Again, this is art on behalf of another; an empathetic piece of work. In it is not merely sorrow, or disappointment for one's self, or loneliness; but all of these together, plus the feeling of letting down someone else; of feeling someone else's pain; and our own guilt at forgetting those who made the larger achievement possible. It's a subtle cocktail, not easy to concoct. I like the song a lot; on top of everything else it has a "geek factor" that I connect to, and it will find a happy home alongside David Bowie's "Space Oddity", Elton John's "Rocket Man", Jeff MacDougall's "High", and my own "Mission" mp3s.

Monday, November 8, 2010

Spintunes 2, Round 3: My Judging Criteria

The challenge:
Secondary Historical Figures - For this challenge we want you to write a song about an unknown character from history, and what connection they had to a major historical event (fictionalization is fine). Paul Revere's stableboy, General Custer's wife, Hitler's art teacher, King Richard's blacksmith, etc... (2 minute minimum) 
The thing is, this is a very loose challenge. So long as you've got the major event and you're writing about a minor character, you're in. You'll have to really work to miss the challenge.

Assuming nobody totally misses the bus, I plan to rank the Round 3 entries in the order I personally like them. Nothing more fancy than that. Things that affect my enjoyment... do I have to work at determining who this is? Do I have to guess at the event? I'm not looking necessarily for obviousness... frankly I don't care if it's obvious or not; just throw me some kind of bone in the song.  What I'm looking for is that indefinable "sticks in my head" factor. If other criteria intrude, I'll mention them in the reviews.

As usual, I'm not terribly concerned with production. I wind up smoothing out production issues in my head anyway. If I mention something about production in a review it will be informational, and probably not something that relates to my rating.

Sunday, October 31, 2010

Deconstructing "One More Cloud"

Now here's a fine thing. The song I chose as my #1 pick for Round 2 was eliminated in the same round. This was "One More Cloud" by Brian Gray:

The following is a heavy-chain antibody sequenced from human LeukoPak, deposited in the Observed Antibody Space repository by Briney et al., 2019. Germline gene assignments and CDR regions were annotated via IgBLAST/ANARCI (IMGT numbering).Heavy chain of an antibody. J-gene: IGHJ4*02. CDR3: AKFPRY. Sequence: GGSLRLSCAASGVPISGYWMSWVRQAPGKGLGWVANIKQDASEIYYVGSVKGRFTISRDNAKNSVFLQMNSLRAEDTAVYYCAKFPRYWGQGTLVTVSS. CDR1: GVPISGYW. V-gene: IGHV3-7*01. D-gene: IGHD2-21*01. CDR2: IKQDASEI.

In SpinTunes 1, I gave people the advice not to put too much weight on one judge's opinion, but to pay attention to consensus. Here's the consensus for "One More Cloud":
Dr. Lindyke - 17
Kevin Savino-Riker - 8
Glen Phillips - 7
Jeff MacDougall - 2
Zack Scott - 3
Len Peralta - 2
Now there's a spread, and I'm clearly in the minority. Is it possible that I'm just completely wrong, or did I see something that all those other people missed?  I'm prepared to make a case that I did indeed get it right.

That's not to say that everyone else is terribly wrong. But their criteria are not mine. They're looking at the mix, the instrumentation, the singing, the production, etc., whereas I don't give a damn about any of that. I'm looking at the composition and the lyrics. I think my perspective is different enough that I can make a clear case for my decision. There's quite a bit less for me to write regarding "One More Cloud" than there was regarding "Stars over Avalon," as Brian Gray has already written a detailed biography of his song.

Now, here's an interesting thing... Brian asked the judges in advance if he was allowed to use 3am as source material (it appeared on non-US charts, and the answer was yes), and whether he was allowed take the song in a different direction than the original artists would have. In this request he explained the following:
1) The song is about Rob Thomas' mother's erratic behavior during and after a fight with cancer. I have personally gone through something very similar, and identify with the song on a personal level. However, the song I wish to write now would never be written by the original artist because his mother survived her fight. Is it acceptable for a "sequel" to be about subject matter that the original artist would not have had reason to write about?
So it wasn't necessary for me to reference Brian's song bio until after I had analyzed the song. When I did read the bio, what surprised me was how many of the things that I detected in "One More Cloud" were consciously placed there.

Let's start with a glance at the original Matchbox Twenty song.  It was written about Rob Thomas' mother having been diagnosed with cancer when Rob was in his early teens. Expecting her life to end, she decided to party her life away. The title, "3 am", refers to the time of day that the bars would close and she would come home, unfulfilled, and lonely. The tone of the song is angry, frustrated... reflecting Thomas' feelings of abandonment. To me it sounds a little self-indulgent, but we have to remember it's written from the point of view of a neglected teen.